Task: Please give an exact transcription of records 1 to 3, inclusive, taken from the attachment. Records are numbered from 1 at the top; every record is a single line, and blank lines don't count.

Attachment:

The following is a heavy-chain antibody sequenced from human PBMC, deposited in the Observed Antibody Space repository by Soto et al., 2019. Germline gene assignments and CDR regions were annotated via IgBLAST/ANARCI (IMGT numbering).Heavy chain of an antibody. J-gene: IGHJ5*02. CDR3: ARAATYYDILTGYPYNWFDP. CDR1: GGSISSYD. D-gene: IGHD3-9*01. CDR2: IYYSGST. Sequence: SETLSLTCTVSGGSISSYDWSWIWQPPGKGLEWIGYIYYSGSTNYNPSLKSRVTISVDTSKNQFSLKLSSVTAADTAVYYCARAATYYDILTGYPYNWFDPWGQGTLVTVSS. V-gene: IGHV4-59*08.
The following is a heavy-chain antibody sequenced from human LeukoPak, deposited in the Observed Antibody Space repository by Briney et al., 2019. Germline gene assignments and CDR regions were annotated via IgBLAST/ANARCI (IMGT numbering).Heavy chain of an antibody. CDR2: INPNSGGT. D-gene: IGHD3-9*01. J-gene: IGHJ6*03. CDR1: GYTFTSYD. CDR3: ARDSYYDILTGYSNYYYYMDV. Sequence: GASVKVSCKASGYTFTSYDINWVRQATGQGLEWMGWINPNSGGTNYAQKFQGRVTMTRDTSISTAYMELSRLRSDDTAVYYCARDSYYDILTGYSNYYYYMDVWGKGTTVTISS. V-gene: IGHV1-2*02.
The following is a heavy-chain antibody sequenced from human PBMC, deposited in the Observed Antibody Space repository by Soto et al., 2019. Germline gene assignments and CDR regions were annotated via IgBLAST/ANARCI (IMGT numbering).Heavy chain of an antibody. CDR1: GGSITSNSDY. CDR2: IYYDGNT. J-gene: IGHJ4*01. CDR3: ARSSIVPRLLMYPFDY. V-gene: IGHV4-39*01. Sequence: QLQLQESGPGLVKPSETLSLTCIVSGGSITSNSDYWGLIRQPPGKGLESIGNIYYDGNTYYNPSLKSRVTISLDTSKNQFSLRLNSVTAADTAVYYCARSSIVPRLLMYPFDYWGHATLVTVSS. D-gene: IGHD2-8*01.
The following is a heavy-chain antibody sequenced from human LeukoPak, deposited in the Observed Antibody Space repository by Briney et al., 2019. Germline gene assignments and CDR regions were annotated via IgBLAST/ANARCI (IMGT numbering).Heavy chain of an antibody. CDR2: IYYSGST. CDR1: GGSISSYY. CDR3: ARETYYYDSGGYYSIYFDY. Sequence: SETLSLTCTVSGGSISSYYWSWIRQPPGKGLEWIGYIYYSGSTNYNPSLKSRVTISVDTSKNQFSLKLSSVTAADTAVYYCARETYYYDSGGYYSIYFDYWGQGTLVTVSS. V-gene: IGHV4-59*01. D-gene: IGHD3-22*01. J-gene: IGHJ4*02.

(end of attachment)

The following is a heavy-chain antibody sequenced from human PBMC, deposited in the Observed Antibody Space repository by Soto et al., 2019. Germline gene assignments and CDR regions were annotated via IgBLAST/ANARCI (IMGT numbering).Heavy chain of an antibody. J-gene: IGHJ5*02. CDR3: ARAATYYDILTGYPYNWFDP. CDR1: GGSISSYD. D-gene: IGHD3-9*01. CDR2: IYYSGST. Sequence: SETLSLTCTVSGGSISSYDWSWIWQPPGKGLEWIGYIYYSGSTNYNPSLKSRVTISVDTSKNQFSLKLSSVTAADTAVYYCARAATYYDILTGYPYNWFDPWGQGTLVTVSS. V-gene: IGHV4-59*08.
The following is a heavy-chain antibody sequenced from human LeukoPak, deposited in the Observed Antibody Space repository by Briney et al., 2019. Germline gene assignments and CDR regions were annotated via IgBLAST/ANARCI (IMGT numbering).Heavy chain of an antibody. CDR2: INPNSGGT. D-gene: IGHD3-9*01. J-gene: IGHJ6*03. CDR1: GYTFTSYD. CDR3: ARDSYYDILTGYSNYYYYMDV. Sequence: GASVKVSCKASGYTFTSYDINWVRQATGQGLEWMGWINPNSGGTNYAQKFQGRVTMTRDTSISTAYMELSRLRSDDTAVYYCARDSYYDILTGYSNYYYYMDVWGKGTTVTISS. V-gene: IGHV1-2*02.
The following is a heavy-chain antibody sequenced from human PBMC, deposited in the Observed Antibody Space repository by Soto et al., 2019. Germline gene assignments and CDR regions were annotated via IgBLAST/ANARCI (IMGT numbering).Heavy chain of an antibody. CDR1: GGSITSNSDY. CDR2: IYYDGNT. J-gene: IGHJ4*01. CDR3: ARSSIVPRLLMYPFDY. V-gene: IGHV4-39*01. Sequence: QLQLQESGPGLVKPSETLSLTCIVSGGSITSNSDYWGLIRQPPGKGLESIGNIYYDGNTYYNPSLKSRVTISLDTSKNQFSLRLNSVTAADTAVYYCARSSIVPRLLMYPFDYWGHATLVTVSS. D-gene: IGHD2-8*01.